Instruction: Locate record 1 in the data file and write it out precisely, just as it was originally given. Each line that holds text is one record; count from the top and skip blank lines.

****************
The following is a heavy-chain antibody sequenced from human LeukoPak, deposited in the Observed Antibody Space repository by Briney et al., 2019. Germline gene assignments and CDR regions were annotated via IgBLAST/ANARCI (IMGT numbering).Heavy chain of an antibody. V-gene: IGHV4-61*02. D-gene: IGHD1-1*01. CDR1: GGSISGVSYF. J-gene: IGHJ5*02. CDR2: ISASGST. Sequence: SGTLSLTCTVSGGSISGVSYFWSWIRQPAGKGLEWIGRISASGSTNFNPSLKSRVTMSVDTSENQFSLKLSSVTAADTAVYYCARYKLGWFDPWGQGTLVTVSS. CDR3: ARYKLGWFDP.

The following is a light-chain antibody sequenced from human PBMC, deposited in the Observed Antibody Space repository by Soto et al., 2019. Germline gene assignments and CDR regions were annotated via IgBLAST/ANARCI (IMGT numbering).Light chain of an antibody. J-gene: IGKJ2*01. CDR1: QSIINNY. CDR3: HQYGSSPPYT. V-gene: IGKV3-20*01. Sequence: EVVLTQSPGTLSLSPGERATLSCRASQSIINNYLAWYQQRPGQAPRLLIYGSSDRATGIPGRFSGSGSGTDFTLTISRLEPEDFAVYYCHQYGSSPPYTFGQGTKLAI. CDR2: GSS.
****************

The following is a heavy-chain antibody sequenced from human LeukoPak, deposited in the Observed Antibody Space repository by Briney et al., 2019. Germline gene assignments and CDR regions were annotated via IgBLAST/ANARCI (IMGT numbering).Heavy chain of an antibody. V-gene: IGHV4-61*02. D-gene: IGHD1-1*01. CDR1: GGSISGVSYF. J-gene: IGHJ5*02. CDR2: ISASGST. Sequence: SGTLSLTCTVSGGSISGVSYFWSWIRQPAGKGLEWIGRISASGSTNFNPSLKSRVTMSVDTSENQFSLKLSSVTAADTAVYYCARYKLGWFDPWGQGTLVTVSS. CDR3: ARYKLGWFDP.